Treatment differences accounted for 47% of black-white differences in cervical cancer mortality. Lack of health insurance may explain 19% of the excess risk for blacks. Among early-stage cervical cancer patients, a greater proportion of black women (17%) failed to receive surgery, which is the standard of care, compared to white (9%) and Hispanic (12%) women.
Source: American Cancer Society. Cancer Facts & Figures for African Americans 2019-2021. Atlanta: American Cancer Society, 2019

5-year survival

Black women. The overall 5-year relative survival rate for cervical cancer among Black women is 56%, compared to 67% among White women, partly because Black women are more likely to be diagnosed with regional- or distant-stage disease.
Source: American Cancer Society. Cancer Facts & Figures for African American/Black People 2022-2024.

Hispanic women.  Five-year survival for cervical cancer is 72% among Hispanic women and 70% among non-Hispanic whites.
Source: American Cancer Society. Cancer Facts & Figures for Hispanics/Latinos 2018-2020.  Atlanta: American Cancer Society, 2018

Mortality

Black women. Cervical cancer death rates have declined steadily since the 1970s , mostly as a result of screening. Rates in Black women continued to decline by 2% per year from 2010 through 2019, but have stabilized in White women in recent years. Despite this progress, Black women remain 65% more likely to die from cervical cancer than White women, with an even larger disparity after rates are corrected for hysterectomy prevalence.
Source: American Cancer Society. Cancer Facts & Figures for African American/Black People 2022-2024.

The overall mortality rate from cervical cancer among African American women is more than twice the rate among white women (when adjusted for hysterectomy rate since this procedure removes the cervix). Mortality is higher among older African American women. 
Source: U.S. Preventive Services Task Force. Cervical Cancer: Screening (2018)

Hispanic women.  Despite steady declines, death rates in Hispanic women during 2012-2016 remained 26% higher than those in whites. 
Source: American Cancer Society. Cancer Facts & Figures for Hispanics/Latinos 2018-2020.  Atlanta: American Cancer Society, 2018.

Hispanic women have about a 20 percent higher risk of death from cervical cancer compared to White women.
Source: American Association for Cancer Research Cancer Disparities Progress Report 2022.

White women. Although white women overall have the lowest mortality rate from cervical cancer, white women living in geographically isolated and medically underserved areas (particularly Appalachia) have much higher mortality rates than the US average.
Source: U.S. Preventive Services Task Force. Cervical Cancer: Screening (2018)

American Indian/Alaska Native women.  American Indian/Alaska Native women have higher rates of cervical cancer mortality than the US average. Factors driving this higher rate may include (1) lower screening rates, with 16.5% of American Indian/Alaska Native women in 2012 reporting not receiving a Pap test in the past 5 years and (2) inadequate follow-up.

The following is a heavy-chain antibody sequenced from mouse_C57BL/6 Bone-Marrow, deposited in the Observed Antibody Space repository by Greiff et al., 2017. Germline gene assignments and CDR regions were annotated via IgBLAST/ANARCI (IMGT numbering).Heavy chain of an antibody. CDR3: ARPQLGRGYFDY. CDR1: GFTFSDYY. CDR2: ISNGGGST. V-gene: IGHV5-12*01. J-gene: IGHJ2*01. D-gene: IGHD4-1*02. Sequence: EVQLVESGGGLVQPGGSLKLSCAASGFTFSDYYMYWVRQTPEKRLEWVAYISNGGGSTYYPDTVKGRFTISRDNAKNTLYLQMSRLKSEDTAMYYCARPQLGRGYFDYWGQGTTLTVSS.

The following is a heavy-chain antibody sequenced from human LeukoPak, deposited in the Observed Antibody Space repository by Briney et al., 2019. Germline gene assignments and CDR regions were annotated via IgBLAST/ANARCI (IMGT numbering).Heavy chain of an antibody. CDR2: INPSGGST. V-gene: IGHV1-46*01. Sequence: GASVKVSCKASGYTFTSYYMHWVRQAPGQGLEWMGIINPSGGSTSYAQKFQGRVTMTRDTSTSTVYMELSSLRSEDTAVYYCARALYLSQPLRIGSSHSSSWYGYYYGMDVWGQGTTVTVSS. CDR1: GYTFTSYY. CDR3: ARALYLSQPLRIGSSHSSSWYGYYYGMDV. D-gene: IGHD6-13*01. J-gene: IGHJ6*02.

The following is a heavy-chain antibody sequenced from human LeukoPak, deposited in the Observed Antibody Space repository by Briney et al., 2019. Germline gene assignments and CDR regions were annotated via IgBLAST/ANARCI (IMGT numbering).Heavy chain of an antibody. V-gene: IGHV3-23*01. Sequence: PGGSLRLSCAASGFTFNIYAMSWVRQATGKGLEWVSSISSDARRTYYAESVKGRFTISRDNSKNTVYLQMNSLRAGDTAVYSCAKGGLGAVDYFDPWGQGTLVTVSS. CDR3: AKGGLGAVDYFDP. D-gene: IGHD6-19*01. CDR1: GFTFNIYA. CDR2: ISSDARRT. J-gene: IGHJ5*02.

Source: U.S. Preventive Services Task Force. Cervical Cancer: Screening (2018)

An average of 11 women die of cervical cancer each day in the United States. Half of them are in their 50s or younger.

Source: Cancer statistics, 2022. American Cancer Society. 

Why are Black women more likely to die from cervical cancer?

“There really isn’t a genetic difference that is causing Black women to die at higher rates of cervical cancer,” says Olivia Cardenas-Trowers, MD, a Mayo Clinic urogynecologic surgeon.

“It really has to do more with systemic racism. These disparities started way back when and have infiltrated the healthcare system and affected women’s access to resources and the health care that they need. This trickles down into poor outcomes.

Things that you might not even think of, like transportation, health literacy, even trust in their provider because of injustices that have happened in the past. These things affect their health care.

They may not undergo the typical screening that could catch a abnormality earlier and therefore these cancers may be diagnosed at later stages when the likelihood of mortality is higher. Also, they may have problems getting access to treatment. They may not have the finances to be able to undergo surgery, or chemo or radiation. So all of these can factor into the increased mortality in Black women.”

A 7-minute video from the Mayo Clinic

“There are not enough Black women sharing their stories, and I get why because there’s so much stigma involved”

“When I was a little girl growing up, I didn’t think one day I’m going to be  talking about HPV and cervical cancer,” Tamika Felder says about being a 22-year cervical cancer survivor.

Felder is one of thousands of Black women diagnosed with cervical cancer.  Black women are 22% more likely to develop cervical cancer than white women.

Unlike other cancers, where the cause is unknown, healthcare professionals know what causes cervical cancer, how to prevent it, and the risk factors. But Black women are 65% more likely to die than white women from this type of cancer due to stigma, lack of access to healthcare services, and biases.

“There are not enough Black women sharing their stories, and I get why because there’s so much stigma involved in it,” she says. “When we talk about vaginal health … in a lot of cultures and communities, it’s taboo to talk about those things. But the problem when we don’t talk about them is that more people are dying.”